New Year's Eve a Bad Night for Pet ER Visits

PHOTO: Here are some tips for celebrating New Years Eve safely with your pet.PlayGetty Images
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Between the champagne, the countdown and the fireworks, New Year's Eve can be a lot of fun, except for many of those with four legs, fur and a tail.

New Year's Eve is an especially busy time for emergency visits to the veterinarian, said Dr. Jerry Klein, supervising veterinarian at the Chicago Veterinary Emergency and Specialty Center.

"Most evenings have a certain kind of ebb and flow, but New Year’s Eve and New Year's Day is pretty constant," Klein said.

Party guests leave doors open, handbags unattended and cocktails in easy reach, he said. Klein said he always sees more furry patients during the holidays when other vet offices are closed. But because New Year's festivities keep people out so late, there's even more opportunity for something to go wrong and for frantic owners to recognize it.

"As people start to drink, they start to have losses in judgment," he said.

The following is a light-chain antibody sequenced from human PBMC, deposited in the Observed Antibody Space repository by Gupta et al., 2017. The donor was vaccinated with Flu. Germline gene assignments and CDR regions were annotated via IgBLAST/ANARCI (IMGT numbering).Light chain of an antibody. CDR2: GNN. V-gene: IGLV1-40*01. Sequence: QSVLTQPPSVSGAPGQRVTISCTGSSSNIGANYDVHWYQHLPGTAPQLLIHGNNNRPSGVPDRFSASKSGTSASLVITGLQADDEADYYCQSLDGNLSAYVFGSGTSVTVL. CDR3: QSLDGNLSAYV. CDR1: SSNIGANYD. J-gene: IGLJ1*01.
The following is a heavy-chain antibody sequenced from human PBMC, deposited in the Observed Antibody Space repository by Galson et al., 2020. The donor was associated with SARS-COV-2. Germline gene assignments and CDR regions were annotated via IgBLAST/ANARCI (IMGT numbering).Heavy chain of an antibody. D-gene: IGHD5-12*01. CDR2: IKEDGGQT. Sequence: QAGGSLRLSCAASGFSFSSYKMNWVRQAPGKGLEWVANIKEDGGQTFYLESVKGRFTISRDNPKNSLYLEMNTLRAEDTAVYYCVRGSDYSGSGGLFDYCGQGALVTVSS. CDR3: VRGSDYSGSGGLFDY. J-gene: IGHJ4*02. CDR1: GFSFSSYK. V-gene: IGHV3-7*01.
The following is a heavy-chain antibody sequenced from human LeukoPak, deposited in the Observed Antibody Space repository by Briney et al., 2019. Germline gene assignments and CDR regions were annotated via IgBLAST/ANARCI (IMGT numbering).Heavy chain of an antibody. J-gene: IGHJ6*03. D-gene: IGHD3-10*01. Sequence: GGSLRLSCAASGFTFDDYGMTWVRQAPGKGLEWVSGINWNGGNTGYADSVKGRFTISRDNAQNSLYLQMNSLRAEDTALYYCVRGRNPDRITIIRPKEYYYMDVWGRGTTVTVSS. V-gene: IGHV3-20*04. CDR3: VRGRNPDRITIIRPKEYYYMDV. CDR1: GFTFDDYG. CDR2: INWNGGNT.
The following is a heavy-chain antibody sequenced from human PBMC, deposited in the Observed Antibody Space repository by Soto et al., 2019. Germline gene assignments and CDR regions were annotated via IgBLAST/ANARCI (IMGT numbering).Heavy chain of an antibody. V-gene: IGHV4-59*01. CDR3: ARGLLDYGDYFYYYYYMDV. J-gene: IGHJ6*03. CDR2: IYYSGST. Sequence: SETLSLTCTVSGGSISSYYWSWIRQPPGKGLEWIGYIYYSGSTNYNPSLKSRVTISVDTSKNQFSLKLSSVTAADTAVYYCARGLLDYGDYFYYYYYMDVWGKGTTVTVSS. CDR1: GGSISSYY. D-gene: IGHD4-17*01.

Dr. Jules Benson, the chief veterinary medical officer of the pet health insurance company Petplan, said claims for "foreign body ingestion" are up 52 percent on New Year's Eve compared to any other day of the year.

"Some of things we saw were bones, rope, wood, metal shavings, sewing pins," he said. "One English Setter ate a sock, a quarter stick of butter and the ring pull from a soda can."

And because most veterinary offices are closed, sending sick pets and their owners to emergency clinics, treatment costs 46 percent more money, Benson said.

Purses are a danger because people often keep prescription and over-the-counter drugs in them, Klein said. Acetaminophen, or Tylenol, is especially toxic to cats, and Aleve and Ibuprofen are especially toxic to dogs, he said. And many sugar-free chewing gums contain xylitol, which can cause dogs to have a sudden drop in blood sugar and even cause liver damage. Small dogs are especially at risk, he said.

Benson said claims for pancreatitis, which occurs when dogs eat foods that are too rich for them, are up 7 percent on New Year's Eve. And poisonings are up 8.5 percent more than any other day of the year.

Chocolate, garlic, onions and grapes are also party food staples, but they're toxic to our furry friends. They can cause vomiting, anemia, kidney failure and other dangerous consequences, Dr. Klein said.

And although it may be polite to bring flowers with a bottle of wine to New Year's celebrations, seasonal lilies are deadly to cats. They're known to cause kidney failure, and all parts of the plant are "extremely toxic," Klein said.

"I can't tell you how many times the following day, two days later, the cat presents with vomiting," Klein said, adding that lilies are much more toxic than poinsettias.